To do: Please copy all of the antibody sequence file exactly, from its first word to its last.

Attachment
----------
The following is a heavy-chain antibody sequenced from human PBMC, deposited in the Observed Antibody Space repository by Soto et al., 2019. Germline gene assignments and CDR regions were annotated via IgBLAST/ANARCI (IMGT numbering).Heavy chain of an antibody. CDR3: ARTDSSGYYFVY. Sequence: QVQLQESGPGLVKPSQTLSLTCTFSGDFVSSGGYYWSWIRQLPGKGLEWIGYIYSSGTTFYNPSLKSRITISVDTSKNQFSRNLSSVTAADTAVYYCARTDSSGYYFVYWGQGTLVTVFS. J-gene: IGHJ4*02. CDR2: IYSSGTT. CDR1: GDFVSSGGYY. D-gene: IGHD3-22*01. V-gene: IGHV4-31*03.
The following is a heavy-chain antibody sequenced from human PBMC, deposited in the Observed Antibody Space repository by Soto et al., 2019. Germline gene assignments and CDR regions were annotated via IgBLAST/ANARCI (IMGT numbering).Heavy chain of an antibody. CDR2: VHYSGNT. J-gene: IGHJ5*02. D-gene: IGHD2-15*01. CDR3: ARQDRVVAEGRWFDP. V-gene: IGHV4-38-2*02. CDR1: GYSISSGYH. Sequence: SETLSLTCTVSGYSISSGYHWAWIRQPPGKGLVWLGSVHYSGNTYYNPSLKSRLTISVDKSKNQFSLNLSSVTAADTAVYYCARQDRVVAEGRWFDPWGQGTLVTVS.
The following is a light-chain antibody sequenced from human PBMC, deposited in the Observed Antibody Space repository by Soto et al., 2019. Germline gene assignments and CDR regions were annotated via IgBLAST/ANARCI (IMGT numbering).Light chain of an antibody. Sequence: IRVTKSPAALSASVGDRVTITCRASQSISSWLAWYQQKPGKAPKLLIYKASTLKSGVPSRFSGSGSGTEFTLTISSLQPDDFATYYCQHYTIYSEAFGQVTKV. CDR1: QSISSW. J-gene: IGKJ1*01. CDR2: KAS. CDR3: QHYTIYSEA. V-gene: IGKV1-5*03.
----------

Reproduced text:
The following is a heavy-chain antibody sequenced from human PBMC, deposited in the Observed Antibody Space repository by Soto et al., 2019. Germline gene assignments and CDR regions were annotated via IgBLAST/ANARCI (IMGT numbering).Heavy chain of an antibody. CDR3: ARTDSSGYYFVY. Sequence: QVQLQESGPGLVKPSQTLSLTCTFSGDFVSSGGYYWSWIRQLPGKGLEWIGYIYSSGTTFYNPSLKSRITISVDTSKNQFSRNLSSVTAADTAVYYCARTDSSGYYFVYWGQGTLVTVFS. J-gene: IGHJ4*02. CDR2: IYSSGTT. CDR1: GDFVSSGGYY. D-gene: IGHD3-22*01. V-gene: IGHV4-31*03.
The following is a heavy-chain antibody sequenced from human PBMC, deposited in the Observed Antibody Space repository by Soto et al., 2019. Germline gene assignments and CDR regions were annotated via IgBLAST/ANARCI (IMGT numbering).Heavy chain of an antibody. CDR2: VHYSGNT. J-gene: IGHJ5*02. D-gene: IGHD2-15*01. CDR3: ARQDRVVAEGRWFDP. V-gene: IGHV4-38-2*02. CDR1: GYSISSGYH. Sequence: SETLSLTCTVSGYSISSGYHWAWIRQPPGKGLVWLGSVHYSGNTYYNPSLKSRLTISVDKSKNQFSLNLSSVTAADTAVYYCARQDRVVAEGRWFDPWGQGTLVTVS.
The following is a light-chain antibody sequenced from human PBMC, deposited in the Observed Antibody Space repository by Soto et al., 2019. Germline gene assignments and CDR regions were annotated via IgBLAST/ANARCI (IMGT numbering).Light chain of an antibody. Sequence: IRVTKSPAALSASVGDRVTITCRASQSISSWLAWYQQKPGKAPKLLIYKASTLKSGVPSRFSGSGSGTEFTLTISSLQPDDFATYYCQHYTIYSEAFGQVTKV. CDR1: QSISSW. J-gene: IGKJ1*01. CDR2: KAS. CDR3: QHYTIYSEA. V-gene: IGKV1-5*03.